`Benefits of Olive Oil for Low Birthweight Infants

Health

Benefits of Olive Oil for Low Birthweight Infants

Mar. 4, 2016
By Jedha Dening

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Very low birth weight (VLBW) infants are con­sid­ered those neonates born less than 1.5 kg. Although only one per­cent of newly born infants are born at such low birth rates, this group claims 50 per­cent of all infant deaths.

VLBW infants fre­quently have a range of issues due to imma­ture func­tion of var­i­ous organs. Numer­ous cases indi­cate that dis­as­trous out­comes can result when these infants don’t receive ade­quate nutri­tion dur­ing the first few days after birth. There­fore, one of the pri­mary goals is to pro­vide suit­able nour­ish­ment and then to encour­age weight gain.

EVOO con­tains impor­tant nat­ural antiox­i­dant and anti-inflam­ma­tory nutri­ents for preterm infants.- Uni­ver­sity of New­cas­tle Researchers

In a recent ran­dom­ized con­trolled pilot study, pub­lished in the British Med­ical Jour­nal, 2016, researchers eval­u­ated weight gain­ing, length of hos­pi­tal­iza­tion and the oxida­tive stress related dis­eases (OSRDs), includ­ing retinopa­thy of pre­ma­tu­rity, bron­chopul­monary dys­pla­sia, periven­tric­u­lar leuko­ma­la­cia and necro­tiz­ing ente­ro­col­i­tis, of VLBW infants.

In the study there were 26 VLBW infants divided into two groups: Group 1 received enteral nutri­tion plus extra vir­gin olive oil (EVOO), and group 2 received enteral nutri­tion alone. EVOO was added to the enteral nutri­tion at a rate of 0.5 ml/day in 100 ml enteral nutri­tion. Group 1, the EVOO group, gained an aver­age 1,329 g, group 2 gained 1,276 g.

Though there was no sig­nif­i­cant dif­fer­ence between the two groups, the authors state that, EVOO con­tains very impor­tant nat­ural antiox­i­dant and anti-inflam­ma­tory nutri­ents for preterm infants par­tic­u­larly VLBW.” They sug­gest that larger ran­dom­ized tri­als are needed to deter­mine the antiox­i­dant and anti-inflam­ma­tory effects of olive oil for pre­ven­tion of OSRDs in this high risk group.”

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A sin­gle blind ran­dom­ized con­trolled trial, pub­lished in the Jour­nal of Fam­ily and Repro­duc­tive Health, eval­u­ated the effect of olive oil (OO) as a sup­ple­ment to breast milk in increas­ing the weight gain­ing of VLBW infants.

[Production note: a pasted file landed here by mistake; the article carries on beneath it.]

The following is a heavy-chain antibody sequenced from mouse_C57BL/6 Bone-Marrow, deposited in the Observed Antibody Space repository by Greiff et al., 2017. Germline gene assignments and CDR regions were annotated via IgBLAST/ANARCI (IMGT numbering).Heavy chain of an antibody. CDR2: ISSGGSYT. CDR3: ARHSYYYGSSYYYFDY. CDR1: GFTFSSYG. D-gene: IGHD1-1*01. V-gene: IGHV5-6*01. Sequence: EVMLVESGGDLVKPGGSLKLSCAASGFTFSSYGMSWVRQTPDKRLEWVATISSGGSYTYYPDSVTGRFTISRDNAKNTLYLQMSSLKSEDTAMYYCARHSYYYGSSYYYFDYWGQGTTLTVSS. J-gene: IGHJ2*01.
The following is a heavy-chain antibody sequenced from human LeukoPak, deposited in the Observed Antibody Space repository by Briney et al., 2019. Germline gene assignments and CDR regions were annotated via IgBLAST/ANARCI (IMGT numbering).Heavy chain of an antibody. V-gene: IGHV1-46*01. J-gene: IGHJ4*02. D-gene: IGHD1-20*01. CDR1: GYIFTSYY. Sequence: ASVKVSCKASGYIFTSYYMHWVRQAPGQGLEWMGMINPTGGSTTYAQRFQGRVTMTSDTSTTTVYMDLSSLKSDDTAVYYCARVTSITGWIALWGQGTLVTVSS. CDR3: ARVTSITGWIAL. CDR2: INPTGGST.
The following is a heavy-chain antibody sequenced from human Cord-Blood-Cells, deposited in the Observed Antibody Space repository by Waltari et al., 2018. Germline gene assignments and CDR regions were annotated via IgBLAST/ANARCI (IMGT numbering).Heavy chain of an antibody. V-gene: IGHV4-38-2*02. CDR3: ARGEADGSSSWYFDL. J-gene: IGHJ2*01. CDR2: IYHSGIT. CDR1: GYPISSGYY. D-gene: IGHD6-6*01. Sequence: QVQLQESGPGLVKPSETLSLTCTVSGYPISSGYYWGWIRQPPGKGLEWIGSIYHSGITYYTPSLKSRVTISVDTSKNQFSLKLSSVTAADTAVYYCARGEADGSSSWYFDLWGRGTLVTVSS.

In this study there were 48 VLBW infants divided into two groups: Group 1 received OO added to the breast milk (0.5 cc per 30 cc of milk), and group 2 received breast milk only with no sup­ple­men­tary nutri­tion. Both groups received a daily feed­ing vol­ume of 150 – 200 cc for each kilo­gram of body weight.

The weight of group 1 went from 1,184 g at birth to 1,425 g at dis­charge, group 2 went from 1,293 g at birth to 1,410 g at dis­charge — a 280 g weight gain­ing in group 1 (the OO group) com­pared to just 117 g in the con­trol group 2. Hos­pi­tal­iza­tion time was also lower in group 1, 20.33 days, com­pared to 28.29 days in group 2. The authors attrib­uted this to an increased improve­ment in immune sys­tem func­tion in group 1.

Fur­ther to this a review pub­lished last year in Clin­i­cal Med­i­cine Insights: Pedi­atrics looked in-depth at the use of intra­venous lipids for very low birth and other crit­i­cally ill neonates.

Accord­ing to the authors, there is a reluc­tance to use early intra­venous lipids. There­fore the review inves­ti­gated lipid bio­chem­istry and metab­o­lism of lipids, ori­gins of cur­rent clin­i­cal prac­tice, var­i­ous clin­i­cal con­cerns that may arise, and delved into a review of the lit­er­a­ture to estab­lish some clar­ity in this con­tro­ver­sial area.

Based on the words of pro­fes­sor Josef Neu, the authors con­cluded that, there are com­pelling rea­sons for early use of lipids, which include pre­ven­tion of essen­tial fatty acid (EFA) defi­ciency, pro­vi­sion of energy, and pro­vi­sion of sub­strates for long chain polyun­sat­u­rated fatty acid (LCPUFA) syn­the­sis all of which are impor­tant for the growth and devel­op­ment of VLBW infants.”

It cer­tainly appears we need more research in this area to estab­lish any defin­i­tive prac­tices to aid the health and devel­op­ment of VLBW infants. How­ever, tak­ing the ran­dom­ized tri­als into con­sid­er­a­tion, the health ben­e­fits of EVOO for low birth weight infants seems to deserve fur­ther explo­ration.


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